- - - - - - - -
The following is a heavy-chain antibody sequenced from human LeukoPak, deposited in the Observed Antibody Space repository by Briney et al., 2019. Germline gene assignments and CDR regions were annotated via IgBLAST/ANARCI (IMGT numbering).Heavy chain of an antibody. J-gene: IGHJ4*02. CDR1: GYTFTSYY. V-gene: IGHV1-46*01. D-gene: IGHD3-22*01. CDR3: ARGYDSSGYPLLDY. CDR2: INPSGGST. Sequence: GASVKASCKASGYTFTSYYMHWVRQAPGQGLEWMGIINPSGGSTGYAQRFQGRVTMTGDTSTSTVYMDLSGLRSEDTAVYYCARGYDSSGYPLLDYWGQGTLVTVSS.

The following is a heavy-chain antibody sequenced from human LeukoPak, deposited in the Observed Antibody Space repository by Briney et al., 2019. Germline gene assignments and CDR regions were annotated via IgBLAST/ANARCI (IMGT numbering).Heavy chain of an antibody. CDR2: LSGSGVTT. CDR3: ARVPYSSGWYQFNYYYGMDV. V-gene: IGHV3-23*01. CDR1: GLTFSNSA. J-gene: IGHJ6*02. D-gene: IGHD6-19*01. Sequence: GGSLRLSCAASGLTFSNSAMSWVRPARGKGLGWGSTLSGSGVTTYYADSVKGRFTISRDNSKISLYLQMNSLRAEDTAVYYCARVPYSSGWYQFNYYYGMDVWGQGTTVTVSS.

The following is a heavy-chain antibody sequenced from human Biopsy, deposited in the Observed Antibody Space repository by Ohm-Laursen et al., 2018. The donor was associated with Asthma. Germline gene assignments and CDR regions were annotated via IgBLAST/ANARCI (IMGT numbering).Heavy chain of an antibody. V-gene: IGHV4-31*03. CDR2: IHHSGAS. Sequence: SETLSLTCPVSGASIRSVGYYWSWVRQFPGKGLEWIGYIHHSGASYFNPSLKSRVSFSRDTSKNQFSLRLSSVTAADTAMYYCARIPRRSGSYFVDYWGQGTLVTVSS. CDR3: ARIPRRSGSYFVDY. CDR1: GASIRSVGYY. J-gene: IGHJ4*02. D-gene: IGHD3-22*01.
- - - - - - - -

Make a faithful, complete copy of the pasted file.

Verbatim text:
The following is a heavy-chain antibody sequenced from human LeukoPak, deposited in the Observed Antibody Space repository by Briney et al., 2019. Germline gene assignments and CDR regions were annotated via IgBLAST/ANARCI (IMGT numbering).Heavy chain of an antibody. J-gene: IGHJ4*02. CDR1: GYTFTSYY. V-gene: IGHV1-46*01. D-gene: IGHD3-22*01. CDR3: ARGYDSSGYPLLDY. CDR2: INPSGGST. Sequence: GASVKASCKASGYTFTSYYMHWVRQAPGQGLEWMGIINPSGGSTGYAQRFQGRVTMTGDTSTSTVYMDLSGLRSEDTAVYYCARGYDSSGYPLLDYWGQGTLVTVSS.

The following is a heavy-chain antibody sequenced from human LeukoPak, deposited in the Observed Antibody Space repository by Briney et al., 2019. Germline gene assignments and CDR regions were annotated via IgBLAST/ANARCI (IMGT numbering).Heavy chain of an antibody. CDR2: LSGSGVTT. CDR3: ARVPYSSGWYQFNYYYGMDV. V-gene: IGHV3-23*01. CDR1: GLTFSNSA. J-gene: IGHJ6*02. D-gene: IGHD6-19*01. Sequence: GGSLRLSCAASGLTFSNSAMSWVRPARGKGLGWGSTLSGSGVTTYYADSVKGRFTISRDNSKISLYLQMNSLRAEDTAVYYCARVPYSSGWYQFNYYYGMDVWGQGTTVTVSS.

The following is a heavy-chain antibody sequenced from human Biopsy, deposited in the Observed Antibody Space repository by Ohm-Laursen et al., 2018. The donor was associated with Asthma. Germline gene assignments and CDR regions were annotated via IgBLAST/ANARCI (IMGT numbering).Heavy chain of an antibody. V-gene: IGHV4-31*03. CDR2: IHHSGAS. Sequence: SETLSLTCPVSGASIRSVGYYWSWVRQFPGKGLEWIGYIHHSGASYFNPSLKSRVSFSRDTSKNQFSLRLSSVTAADTAMYYCARIPRRSGSYFVDYWGQGTLVTVSS. CDR3: ARIPRRSGSYFVDY. CDR1: GASIRSVGYY. J-gene: IGHJ4*02. D-gene: IGHD3-22*01.